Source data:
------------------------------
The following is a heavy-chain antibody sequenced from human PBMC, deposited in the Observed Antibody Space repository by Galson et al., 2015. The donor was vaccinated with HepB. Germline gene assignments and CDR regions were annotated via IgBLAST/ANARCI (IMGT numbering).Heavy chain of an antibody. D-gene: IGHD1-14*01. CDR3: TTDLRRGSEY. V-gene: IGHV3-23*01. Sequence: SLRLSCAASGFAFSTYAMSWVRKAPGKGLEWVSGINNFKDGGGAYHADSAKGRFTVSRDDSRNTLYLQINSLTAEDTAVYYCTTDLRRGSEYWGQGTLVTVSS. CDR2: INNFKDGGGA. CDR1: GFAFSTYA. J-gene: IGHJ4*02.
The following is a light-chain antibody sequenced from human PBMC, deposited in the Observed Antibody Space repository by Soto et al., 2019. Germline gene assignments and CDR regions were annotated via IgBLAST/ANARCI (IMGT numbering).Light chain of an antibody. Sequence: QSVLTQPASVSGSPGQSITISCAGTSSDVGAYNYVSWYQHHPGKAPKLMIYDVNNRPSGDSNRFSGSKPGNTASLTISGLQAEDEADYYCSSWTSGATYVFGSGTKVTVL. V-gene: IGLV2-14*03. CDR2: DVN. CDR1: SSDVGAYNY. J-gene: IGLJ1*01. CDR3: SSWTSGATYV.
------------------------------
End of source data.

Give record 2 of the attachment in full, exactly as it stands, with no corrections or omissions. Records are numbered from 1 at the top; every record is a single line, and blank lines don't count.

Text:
The following is a light-chain antibody sequenced from human PBMC, deposited in the Observed Antibody Space repository by Soto et al., 2019. Germline gene assignments and CDR regions were annotated via IgBLAST/ANARCI (IMGT numbering).Light chain of an antibody. Sequence: QSVLTQPASVSGSPGQSITISCAGTSSDVGAYNYVSWYQHHPGKAPKLMIYDVNNRPSGDSNRFSGSKPGNTASLTISGLQAEDEADYYCSSWTSGATYVFGSGTKVTVL. V-gene: IGLV2-14*03. CDR2: DVN. CDR1: SSDVGAYNY. J-gene: IGLJ1*01. CDR3: SSWTSGATYV.